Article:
J.P. Morgan Securities wrote earlier this month on "Fixing the roof while the sun is shining," which was subtitled, "Treasury central clearing takes shape via the SEC." They explain, "Last week, the SEC unanimously voted to propose a rule to increase central clearing of US Treasury cash and repo transactions and improve risk management at central counterpart(ies), namely the Fixed Income Clearing Corporation (FICC), which clear these products. Notably, the proposed regulation stops short of imposing a clearing mandate for all Treasury trades, but instead would require clearinghouses to demand their members to clear eligible secondary market transactions in US Treasury cash and repo markets. If finalized, the rule could impact a significant portion of the $24tn Treasury market (an outside study noted that only 13% of trades in US Treasuries were centrally cleared in 2017) as well as the $3.8tn Treasury repo market, of which only 30% are currently centrally cleared." The piece continues, "According to the SEC, this should 'help increase the safety and efficiency of securities trading and reduce costs,' 'mitigate the potential for a single market participant's failure to destabilize other market participants or the financial system,' and 'address concerns by substituting the clearinghouse's liquidity and creditworthiness for each counterparty.' There is a 60-day comment period." JPM explains, "In any case, the proposed rule will have implications for the money markets given substantial exposures to T-bills, short-dated Treasury coupons, Treasury FRNs, and Treasury repo. Indeed, government MMFs -- one of the largest investors in the money markets -- currently hold over $1.5tn of Treasury exposures ($1.3tn in the form of unsecured Treasury exposure and $0.25tn in the form of secured Treasury exposure). Meanwhile, recent research indicates that $63bn of MMFs' Treasury repo holdings were centrally cleared as of 2Q22, mostly through the FICC's Sponsored Program. While the proposed rule would exclude the $2tn of balances currently sitting at the Fed RRP, to the extent that cash gets reallocated back into the Treasury cash and/or repo markets, this would further increase the impact this rule could have on government MMFs and the rest of the money markets." They add, "Fortunately, the availability of sponsored cleared repo should help mitigate some of the operational impact. Currently, both registered investment companies (e.g. money funds) and qualified institutional buyers (e.g., hedge funds) can be sponsored onto the FICC sponsored repo platform by direct participants of FICC.... Since its launch in 2017, sponsored cleared repo has expanded to include Delivery-versus-Payment (DVP) and general collateral tri-party transactions in overnight and term maturities. Accordingly, to comply with the clearing mandate, a money market participant would migrate their uncleared, bilateral or tri-party repo transactions to sponsored cleared repo. That said, while many money market participants are already on the sponsored repo platform, not all are, particularly given some counterparty limitations at the FICC. To get them on the platform takes time. Furthermore, current rating agency guidelines limit how much repo exposure a MMF could have to any one counterparty. An industry shift towards sponsored repo will likely necessitate a change to those guidelines, though again, this takes time."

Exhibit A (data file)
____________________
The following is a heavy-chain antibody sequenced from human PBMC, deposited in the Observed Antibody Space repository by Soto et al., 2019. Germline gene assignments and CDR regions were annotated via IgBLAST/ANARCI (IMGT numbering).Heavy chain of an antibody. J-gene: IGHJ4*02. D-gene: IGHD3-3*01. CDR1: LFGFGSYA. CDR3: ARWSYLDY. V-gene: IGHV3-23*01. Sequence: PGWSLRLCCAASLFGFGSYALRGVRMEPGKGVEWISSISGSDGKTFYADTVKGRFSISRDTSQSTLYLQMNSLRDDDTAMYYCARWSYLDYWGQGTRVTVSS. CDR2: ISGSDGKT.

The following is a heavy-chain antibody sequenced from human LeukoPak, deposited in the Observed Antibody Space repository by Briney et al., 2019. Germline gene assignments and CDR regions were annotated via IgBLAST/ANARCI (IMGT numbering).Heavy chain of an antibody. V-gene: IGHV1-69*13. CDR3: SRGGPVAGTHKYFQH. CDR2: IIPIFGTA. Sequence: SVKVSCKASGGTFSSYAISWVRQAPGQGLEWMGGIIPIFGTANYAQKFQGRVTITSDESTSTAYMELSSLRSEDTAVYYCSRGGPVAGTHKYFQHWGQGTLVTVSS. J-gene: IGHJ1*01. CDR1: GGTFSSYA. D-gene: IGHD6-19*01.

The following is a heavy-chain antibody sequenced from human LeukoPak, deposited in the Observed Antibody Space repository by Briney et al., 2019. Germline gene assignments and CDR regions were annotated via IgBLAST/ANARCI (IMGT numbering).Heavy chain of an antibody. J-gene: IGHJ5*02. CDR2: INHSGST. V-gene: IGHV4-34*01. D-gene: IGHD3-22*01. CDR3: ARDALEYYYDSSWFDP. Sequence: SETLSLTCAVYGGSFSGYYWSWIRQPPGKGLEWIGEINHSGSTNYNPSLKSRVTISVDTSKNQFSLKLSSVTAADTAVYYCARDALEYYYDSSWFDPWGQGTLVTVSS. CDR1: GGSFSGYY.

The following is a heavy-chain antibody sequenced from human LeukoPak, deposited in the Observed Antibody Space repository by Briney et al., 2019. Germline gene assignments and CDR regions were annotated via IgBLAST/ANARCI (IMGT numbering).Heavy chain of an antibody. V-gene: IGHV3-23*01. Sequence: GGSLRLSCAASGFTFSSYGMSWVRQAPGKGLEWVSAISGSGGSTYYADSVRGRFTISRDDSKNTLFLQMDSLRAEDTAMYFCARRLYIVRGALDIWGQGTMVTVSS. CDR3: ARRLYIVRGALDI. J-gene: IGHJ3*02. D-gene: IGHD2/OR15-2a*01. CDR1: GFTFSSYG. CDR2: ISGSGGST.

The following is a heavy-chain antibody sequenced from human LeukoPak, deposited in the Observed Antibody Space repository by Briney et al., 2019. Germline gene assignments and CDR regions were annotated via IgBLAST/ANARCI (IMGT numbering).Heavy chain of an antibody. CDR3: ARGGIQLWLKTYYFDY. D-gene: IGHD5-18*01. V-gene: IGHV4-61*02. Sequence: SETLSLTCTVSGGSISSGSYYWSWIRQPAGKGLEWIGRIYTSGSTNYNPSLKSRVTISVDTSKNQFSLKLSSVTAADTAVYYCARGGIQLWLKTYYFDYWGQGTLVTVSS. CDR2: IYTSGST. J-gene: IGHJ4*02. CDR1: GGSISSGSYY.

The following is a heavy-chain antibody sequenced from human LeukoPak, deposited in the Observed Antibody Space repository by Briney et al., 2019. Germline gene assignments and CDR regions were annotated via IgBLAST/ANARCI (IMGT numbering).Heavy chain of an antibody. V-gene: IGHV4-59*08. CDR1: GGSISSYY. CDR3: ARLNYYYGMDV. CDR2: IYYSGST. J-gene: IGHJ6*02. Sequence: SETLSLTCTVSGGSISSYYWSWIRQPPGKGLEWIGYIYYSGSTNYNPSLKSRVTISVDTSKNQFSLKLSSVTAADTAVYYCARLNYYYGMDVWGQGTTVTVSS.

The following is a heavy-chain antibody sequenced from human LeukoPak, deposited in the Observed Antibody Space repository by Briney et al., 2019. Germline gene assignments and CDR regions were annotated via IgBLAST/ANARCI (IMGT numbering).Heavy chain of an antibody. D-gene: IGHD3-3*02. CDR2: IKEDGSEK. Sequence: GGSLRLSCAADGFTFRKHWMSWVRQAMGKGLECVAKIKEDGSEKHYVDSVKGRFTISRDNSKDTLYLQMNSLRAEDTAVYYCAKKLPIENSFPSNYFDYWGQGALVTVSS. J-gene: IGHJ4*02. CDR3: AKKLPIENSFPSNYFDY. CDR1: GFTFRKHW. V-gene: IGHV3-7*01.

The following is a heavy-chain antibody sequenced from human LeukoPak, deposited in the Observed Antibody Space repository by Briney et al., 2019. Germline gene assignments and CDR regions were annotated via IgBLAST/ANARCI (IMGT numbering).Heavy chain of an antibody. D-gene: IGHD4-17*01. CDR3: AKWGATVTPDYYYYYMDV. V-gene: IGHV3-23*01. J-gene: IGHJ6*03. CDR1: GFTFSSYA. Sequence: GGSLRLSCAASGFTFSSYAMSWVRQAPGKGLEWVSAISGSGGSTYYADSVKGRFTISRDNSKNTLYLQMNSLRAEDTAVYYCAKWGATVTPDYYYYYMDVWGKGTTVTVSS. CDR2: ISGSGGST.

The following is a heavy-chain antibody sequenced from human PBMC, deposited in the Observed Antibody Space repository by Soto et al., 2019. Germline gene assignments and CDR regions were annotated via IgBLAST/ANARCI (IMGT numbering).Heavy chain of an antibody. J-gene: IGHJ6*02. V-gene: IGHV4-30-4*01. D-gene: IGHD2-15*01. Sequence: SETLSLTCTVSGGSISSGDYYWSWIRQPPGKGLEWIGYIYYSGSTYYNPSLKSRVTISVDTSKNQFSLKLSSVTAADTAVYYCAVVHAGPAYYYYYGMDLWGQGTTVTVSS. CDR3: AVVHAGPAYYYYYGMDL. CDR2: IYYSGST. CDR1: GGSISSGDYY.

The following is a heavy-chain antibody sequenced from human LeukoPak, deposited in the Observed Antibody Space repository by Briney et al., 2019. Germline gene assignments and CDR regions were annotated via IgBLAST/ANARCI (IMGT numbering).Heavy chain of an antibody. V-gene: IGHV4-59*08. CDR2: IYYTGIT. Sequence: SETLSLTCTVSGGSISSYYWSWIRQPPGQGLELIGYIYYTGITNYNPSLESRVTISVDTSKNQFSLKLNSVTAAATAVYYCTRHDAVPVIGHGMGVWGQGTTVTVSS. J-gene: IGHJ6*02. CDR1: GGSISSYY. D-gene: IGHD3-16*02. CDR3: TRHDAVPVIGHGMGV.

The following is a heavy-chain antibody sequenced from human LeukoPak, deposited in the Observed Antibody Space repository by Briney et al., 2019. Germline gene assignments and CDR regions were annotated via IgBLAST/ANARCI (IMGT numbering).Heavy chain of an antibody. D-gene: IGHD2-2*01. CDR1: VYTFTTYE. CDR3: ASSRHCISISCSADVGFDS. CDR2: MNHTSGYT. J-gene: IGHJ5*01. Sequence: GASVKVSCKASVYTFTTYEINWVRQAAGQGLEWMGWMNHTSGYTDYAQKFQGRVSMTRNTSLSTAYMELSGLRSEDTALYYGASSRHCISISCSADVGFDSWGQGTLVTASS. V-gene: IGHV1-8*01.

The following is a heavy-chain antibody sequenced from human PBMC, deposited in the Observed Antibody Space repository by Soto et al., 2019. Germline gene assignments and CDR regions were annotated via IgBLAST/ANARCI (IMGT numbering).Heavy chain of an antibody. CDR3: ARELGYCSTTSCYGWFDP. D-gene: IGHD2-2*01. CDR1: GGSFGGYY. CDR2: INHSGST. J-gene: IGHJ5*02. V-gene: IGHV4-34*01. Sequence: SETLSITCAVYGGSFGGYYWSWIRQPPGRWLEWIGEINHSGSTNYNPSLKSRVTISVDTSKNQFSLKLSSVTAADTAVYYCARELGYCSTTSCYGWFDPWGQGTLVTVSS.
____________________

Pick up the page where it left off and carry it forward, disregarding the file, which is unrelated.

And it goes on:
T. Rowe Price posted a piece entitled, "Market Setbacks Don’t Need to Set Back Your Retirement Plans," which tells us, "Late last year, in our 2022 U.S. Retirement Market Outlook, we expressed our concern that investment returns might be lower over the next several years than they have been historically. Little did we know that our concerns would materialize so fast. In the first half of 2022, the S&P 500 Index dropped 21%. For those of us involved in retirement planning, the recent volatility begs the question of whether -- and how -- retirement savers should react. We address this question by revisiting our retirement saving guidance, particularly, our suggested saving rate of 15% (including employer contributions) and age‑ and income‑specific savings benchmarks. We also outline possible strategies for workers and retirees to adapt to the current market conditions." It explains, "When heading into retirement, we suggest a cash buffer that could cover one to two years of spending needs. Having an alternative and stable source available to fund expenses can be particularly helpful in a down market to give retirees cover until their investments rebound. Consider holding these assets in a bank savings or money market account; short‑term bond funds; short‑term certificates of deposit; or, if in a high tax bracket, tax‑free short‑term bond or money market funds. This money provides retirees access to short‑term liquidity so that they do not have to withdraw from their longer‑term investments."